When junior Faith Maddox first saw senior Liam Chewning walk into her poetry class, she noticed him immediately.
“I was like, ‘wow, I like that guy. I don’t know why, but I do,’” Maddox says.
Chewning transferred into Maddox’s poetry class a few weeks into the spring semester of 2020. Chewning says he needed an English credit and had always wanted to learn how to write poetry.
Although Chewning says he initially took the class to learn how to write poetry, he gained much more than a few new writing pieces by the end of the semester. Just as Maddox noticed Chewning when he walked through the door, Maddox immediately grabbed his eye as well.
“I thought she was intimidating,” Chewning says. “I just thought she was older and wise—she seemed very wise.”
Weeks passed without communicating. Maddox says she kept waiting for Chewning to come up and talk to her—gender norms of the guy approaching the girl first were still ingrained in her mind.
“Well if he likes me, he’ll come up to me,” Maddox kept thinking.
Weeks later, on a Tuesday during class, Maddox was fed up. The professor kept forgetting her name, and Maddox got more and more frustrated as class continued. Finally, all of that anger built up, transforming into confidence. She decided it was the day to make her move.
Synchronizing her exit with his, Maddox turned around and said, “‘Hey, your name is Liam right?”
They got to talking about the class and themselves, complimenting each other’s writing styles and class pieces. “Then there was this pause and I was just like, ‘oh, I think she’s hitting on me,” Chewning says. He asked for her Snapchat, they exchanged info and planned to see a production of “As You Like It,” a play his roommate was in that weekend.
Maddox says that the image of Chewning waiting for her outside of his car to pick her up will forever be burned in her memory. “I think I knew that I would probably love him because he was standing out of his car waiting for me,” Maddox says. “There was music playing, it was so romcom-ish.”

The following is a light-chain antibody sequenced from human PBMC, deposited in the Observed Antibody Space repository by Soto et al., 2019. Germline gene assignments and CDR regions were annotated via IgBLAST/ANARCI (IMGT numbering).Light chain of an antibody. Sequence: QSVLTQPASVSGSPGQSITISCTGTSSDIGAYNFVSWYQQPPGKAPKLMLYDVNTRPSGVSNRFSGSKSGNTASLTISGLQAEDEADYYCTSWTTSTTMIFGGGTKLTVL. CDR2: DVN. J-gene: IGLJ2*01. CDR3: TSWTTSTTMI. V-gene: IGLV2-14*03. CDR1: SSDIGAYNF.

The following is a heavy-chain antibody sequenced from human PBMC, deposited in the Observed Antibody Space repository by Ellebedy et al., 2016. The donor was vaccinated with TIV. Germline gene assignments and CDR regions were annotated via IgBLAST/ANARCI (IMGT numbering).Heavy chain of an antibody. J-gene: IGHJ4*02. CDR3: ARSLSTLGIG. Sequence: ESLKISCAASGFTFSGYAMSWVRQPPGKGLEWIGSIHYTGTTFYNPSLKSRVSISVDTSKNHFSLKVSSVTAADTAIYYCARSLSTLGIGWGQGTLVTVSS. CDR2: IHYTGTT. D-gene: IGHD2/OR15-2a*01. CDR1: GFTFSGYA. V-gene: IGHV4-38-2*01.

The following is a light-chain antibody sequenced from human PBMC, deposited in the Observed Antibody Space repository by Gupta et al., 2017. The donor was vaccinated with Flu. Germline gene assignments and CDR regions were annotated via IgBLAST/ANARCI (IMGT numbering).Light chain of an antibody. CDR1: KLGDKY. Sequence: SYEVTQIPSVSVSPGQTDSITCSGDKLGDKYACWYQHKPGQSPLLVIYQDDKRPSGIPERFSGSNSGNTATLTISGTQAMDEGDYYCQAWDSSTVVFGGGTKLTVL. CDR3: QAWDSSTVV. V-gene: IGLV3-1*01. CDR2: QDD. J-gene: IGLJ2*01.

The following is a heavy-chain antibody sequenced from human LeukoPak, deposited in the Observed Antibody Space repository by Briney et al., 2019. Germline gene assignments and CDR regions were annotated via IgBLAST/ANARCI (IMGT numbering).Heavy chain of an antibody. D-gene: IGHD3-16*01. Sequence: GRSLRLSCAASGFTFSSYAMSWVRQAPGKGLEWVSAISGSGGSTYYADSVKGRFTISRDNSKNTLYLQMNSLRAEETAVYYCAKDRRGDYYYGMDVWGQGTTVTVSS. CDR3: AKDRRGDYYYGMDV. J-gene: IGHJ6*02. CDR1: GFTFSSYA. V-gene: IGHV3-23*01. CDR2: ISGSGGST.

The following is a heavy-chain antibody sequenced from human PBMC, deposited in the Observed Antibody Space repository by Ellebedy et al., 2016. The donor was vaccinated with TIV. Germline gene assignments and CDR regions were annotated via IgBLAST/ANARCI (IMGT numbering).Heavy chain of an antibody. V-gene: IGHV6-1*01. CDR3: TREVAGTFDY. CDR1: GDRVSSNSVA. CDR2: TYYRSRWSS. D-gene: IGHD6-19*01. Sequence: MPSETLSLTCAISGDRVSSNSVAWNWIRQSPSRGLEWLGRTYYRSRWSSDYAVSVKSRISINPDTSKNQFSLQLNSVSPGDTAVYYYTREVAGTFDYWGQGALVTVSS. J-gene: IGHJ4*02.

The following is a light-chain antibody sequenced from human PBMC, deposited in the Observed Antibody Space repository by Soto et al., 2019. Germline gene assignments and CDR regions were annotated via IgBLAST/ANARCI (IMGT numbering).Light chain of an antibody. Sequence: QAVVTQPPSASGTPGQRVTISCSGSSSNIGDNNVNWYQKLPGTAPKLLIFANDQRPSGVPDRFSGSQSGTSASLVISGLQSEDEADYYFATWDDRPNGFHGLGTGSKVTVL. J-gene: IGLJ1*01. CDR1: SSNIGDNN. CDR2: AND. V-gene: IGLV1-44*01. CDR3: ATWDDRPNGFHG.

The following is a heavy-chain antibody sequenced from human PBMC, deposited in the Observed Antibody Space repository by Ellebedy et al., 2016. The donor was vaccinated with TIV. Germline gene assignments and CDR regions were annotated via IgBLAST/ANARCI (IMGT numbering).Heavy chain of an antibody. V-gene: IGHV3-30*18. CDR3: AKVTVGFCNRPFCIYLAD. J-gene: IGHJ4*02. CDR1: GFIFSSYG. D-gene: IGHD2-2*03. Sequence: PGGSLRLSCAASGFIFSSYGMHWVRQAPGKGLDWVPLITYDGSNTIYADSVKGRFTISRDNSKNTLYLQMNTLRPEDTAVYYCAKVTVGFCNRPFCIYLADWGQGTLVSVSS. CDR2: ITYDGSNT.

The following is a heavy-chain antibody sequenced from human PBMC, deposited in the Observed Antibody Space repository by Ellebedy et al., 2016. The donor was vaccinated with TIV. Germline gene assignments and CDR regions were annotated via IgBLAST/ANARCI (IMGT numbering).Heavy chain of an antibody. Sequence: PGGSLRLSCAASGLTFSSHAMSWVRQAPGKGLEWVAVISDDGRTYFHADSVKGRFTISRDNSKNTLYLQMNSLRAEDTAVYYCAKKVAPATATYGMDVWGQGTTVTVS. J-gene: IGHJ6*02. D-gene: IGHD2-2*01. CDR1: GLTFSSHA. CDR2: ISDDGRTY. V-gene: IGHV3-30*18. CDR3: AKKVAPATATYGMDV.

On February 27, the couple celebrated their one year anniversary.
Starting a relationship right before a worldwide pandemic has its unique benefits and challenges. For Maddox and Chewning, they feel that the time they spent together strengthened the foundational base for their relationship. Being together constantly while the world was shut down allowed their relationship to go through stages much more rapidly than it most likely would have living normal life.
Both creatives, Chewning, a film major, and Maddox, an English major, have an artistically collaborative relationship, akin to the likes of Joan Didion and John Dunne. Chewning is Maddox’s favorite peer reviewer, and Maddox is often Chewning’s lead actress or script collaborator.
“If I finish a piece, usually the first person I want to read it is Liam,” Maddox says. “His work just inspires me so much. He’s like the most prolific artist that I know and probably the most talented person that I know.”
The qualities that attracted Chewning to Maddox have only grown stronger as he’s learned more about what is behind that seemingly intimidating and wise exterior he saw the first day in class.
“Faith is really driven, really motivated, quite passionate, and intelligent, which is attractive to me,” Chewning says with a slight chuckle.